Day 4 - Jesus' Birth

How do we begin to comprehend the unfathomable mystery of the eternal Creator of the universe setting aside his glory, emptying himself, and entering into his creation as a vulnerable child? One way is to visit the historical places connected to this momentous birth and prayerfully reflect with others on the events that happened there. And so we began our exploration of the life of Jesus by visiting the cave in Bethlehem which the earliest records indicate was the place where Mary gave birth to Jesus and laid him in a manger. We drove outside the bustling city of Bethlehem to reflect and worship on the serene hills of the Shepherd's Fields where the angelic hosts proclaimed the glory and good news of this history-changing birth. After an amazing middle eastern feast, served to us by an extended family of Palestinian Christians in the village Bet Sahour, we finished our day by climbing up the Zealot tunnels into Herod's mountain fortress called Herodium. There we noted the profound contrast of a king willing to kill babies to keep his desperate grasp of power and a King willing to lay down his life in order to give away his power to those who would use it for good.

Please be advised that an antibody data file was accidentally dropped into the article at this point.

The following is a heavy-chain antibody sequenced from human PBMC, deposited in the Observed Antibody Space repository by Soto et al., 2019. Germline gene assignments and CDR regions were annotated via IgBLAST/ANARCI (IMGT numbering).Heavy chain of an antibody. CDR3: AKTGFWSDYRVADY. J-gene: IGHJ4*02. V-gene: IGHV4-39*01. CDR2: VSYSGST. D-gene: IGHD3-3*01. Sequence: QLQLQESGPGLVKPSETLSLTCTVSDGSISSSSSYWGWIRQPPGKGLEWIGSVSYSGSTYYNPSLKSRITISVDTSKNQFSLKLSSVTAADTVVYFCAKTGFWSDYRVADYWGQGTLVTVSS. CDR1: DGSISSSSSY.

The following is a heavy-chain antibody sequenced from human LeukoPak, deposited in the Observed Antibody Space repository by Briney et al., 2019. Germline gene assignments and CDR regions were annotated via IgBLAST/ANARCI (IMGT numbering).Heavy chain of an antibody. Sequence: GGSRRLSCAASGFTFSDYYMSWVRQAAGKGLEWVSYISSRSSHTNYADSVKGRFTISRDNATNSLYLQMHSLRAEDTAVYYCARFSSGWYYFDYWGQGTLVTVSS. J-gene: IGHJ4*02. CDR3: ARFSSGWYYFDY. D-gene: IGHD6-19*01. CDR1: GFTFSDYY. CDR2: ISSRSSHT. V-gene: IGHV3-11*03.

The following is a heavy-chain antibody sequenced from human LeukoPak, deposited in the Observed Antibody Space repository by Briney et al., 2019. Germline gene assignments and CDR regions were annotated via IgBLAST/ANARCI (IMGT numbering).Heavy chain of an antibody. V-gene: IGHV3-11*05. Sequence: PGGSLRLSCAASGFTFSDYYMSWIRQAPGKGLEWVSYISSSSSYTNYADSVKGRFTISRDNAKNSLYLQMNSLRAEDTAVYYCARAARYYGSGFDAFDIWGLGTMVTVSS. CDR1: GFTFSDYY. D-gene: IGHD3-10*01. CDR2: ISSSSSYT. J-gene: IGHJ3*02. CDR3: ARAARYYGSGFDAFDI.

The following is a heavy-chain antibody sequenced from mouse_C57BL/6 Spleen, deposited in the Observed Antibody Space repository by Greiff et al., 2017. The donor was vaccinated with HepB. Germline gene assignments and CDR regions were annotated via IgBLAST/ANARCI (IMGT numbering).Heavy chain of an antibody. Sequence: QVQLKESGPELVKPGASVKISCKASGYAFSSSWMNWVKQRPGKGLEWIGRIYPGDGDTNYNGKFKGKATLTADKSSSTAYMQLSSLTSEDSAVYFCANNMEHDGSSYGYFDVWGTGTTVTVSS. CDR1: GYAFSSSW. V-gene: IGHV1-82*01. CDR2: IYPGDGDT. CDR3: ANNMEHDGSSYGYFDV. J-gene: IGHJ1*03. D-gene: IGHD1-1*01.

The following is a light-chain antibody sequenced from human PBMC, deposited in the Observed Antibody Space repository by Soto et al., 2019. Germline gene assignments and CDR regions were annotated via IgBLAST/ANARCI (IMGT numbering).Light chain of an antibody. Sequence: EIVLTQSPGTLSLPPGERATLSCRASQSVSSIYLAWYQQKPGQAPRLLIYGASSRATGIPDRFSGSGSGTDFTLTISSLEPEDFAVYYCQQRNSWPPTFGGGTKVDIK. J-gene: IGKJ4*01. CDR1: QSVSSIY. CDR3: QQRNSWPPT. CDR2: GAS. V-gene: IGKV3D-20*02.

Standing in front of the 5th century Church of the Nativity in Bethlehem we pondered the unlikely survival of this place of worship in spite of all the hostility Christians in this place have endured.

One of many depictions of Jesus' birth adorning the massive walls of the ancient Church of the Nativity.

The modern chapel at the Shepherd's Fields, built over the fourth century cave which may have been used by the shepherds who first heard the news of Jesus' birth.

Taking some time to worship and reflect under shady trees while looking out over the serenity of the Shepherd's Fields.

Exploring the newly excavated tomb of Herod the Great at his impressive mountain fortress called Herodium.

Two lovely ladies infiltrating Herod's fortress through the Zealot Tunnels!

The panoramic view of Bethlehem and the surrounding area from the top of Herodium.